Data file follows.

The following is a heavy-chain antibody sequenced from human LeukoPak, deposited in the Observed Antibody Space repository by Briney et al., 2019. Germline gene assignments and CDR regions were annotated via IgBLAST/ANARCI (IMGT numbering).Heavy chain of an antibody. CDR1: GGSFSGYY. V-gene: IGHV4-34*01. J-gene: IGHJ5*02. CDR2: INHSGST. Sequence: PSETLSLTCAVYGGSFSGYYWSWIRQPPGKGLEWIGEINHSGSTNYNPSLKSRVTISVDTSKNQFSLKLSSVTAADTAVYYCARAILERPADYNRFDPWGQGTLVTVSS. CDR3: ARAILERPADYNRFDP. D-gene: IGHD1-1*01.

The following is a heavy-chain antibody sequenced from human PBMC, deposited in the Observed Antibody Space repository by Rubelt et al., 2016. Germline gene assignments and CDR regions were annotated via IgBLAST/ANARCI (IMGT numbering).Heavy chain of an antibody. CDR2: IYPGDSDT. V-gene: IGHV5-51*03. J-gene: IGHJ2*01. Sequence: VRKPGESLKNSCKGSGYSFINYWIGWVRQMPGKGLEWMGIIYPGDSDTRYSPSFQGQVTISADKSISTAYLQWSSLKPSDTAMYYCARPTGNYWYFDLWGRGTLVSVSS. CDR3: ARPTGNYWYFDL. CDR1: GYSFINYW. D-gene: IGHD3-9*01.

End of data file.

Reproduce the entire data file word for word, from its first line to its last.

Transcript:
The following is a heavy-chain antibody sequenced from human LeukoPak, deposited in the Observed Antibody Space repository by Briney et al., 2019. Germline gene assignments and CDR regions were annotated via IgBLAST/ANARCI (IMGT numbering).Heavy chain of an antibody. CDR1: GGSFSGYY. V-gene: IGHV4-34*01. J-gene: IGHJ5*02. CDR2: INHSGST. Sequence: PSETLSLTCAVYGGSFSGYYWSWIRQPPGKGLEWIGEINHSGSTNYNPSLKSRVTISVDTSKNQFSLKLSSVTAADTAVYYCARAILERPADYNRFDPWGQGTLVTVSS. CDR3: ARAILERPADYNRFDP. D-gene: IGHD1-1*01.

The following is a heavy-chain antibody sequenced from human PBMC, deposited in the Observed Antibody Space repository by Rubelt et al., 2016. Germline gene assignments and CDR regions were annotated via IgBLAST/ANARCI (IMGT numbering).Heavy chain of an antibody. CDR2: IYPGDSDT. V-gene: IGHV5-51*03. J-gene: IGHJ2*01. Sequence: VRKPGESLKNSCKGSGYSFINYWIGWVRQMPGKGLEWMGIIYPGDSDTRYSPSFQGQVTISADKSISTAYLQWSSLKPSDTAMYYCARPTGNYWYFDLWGRGTLVSVSS. CDR3: ARPTGNYWYFDL. CDR1: GYSFINYW. D-gene: IGHD3-9*01.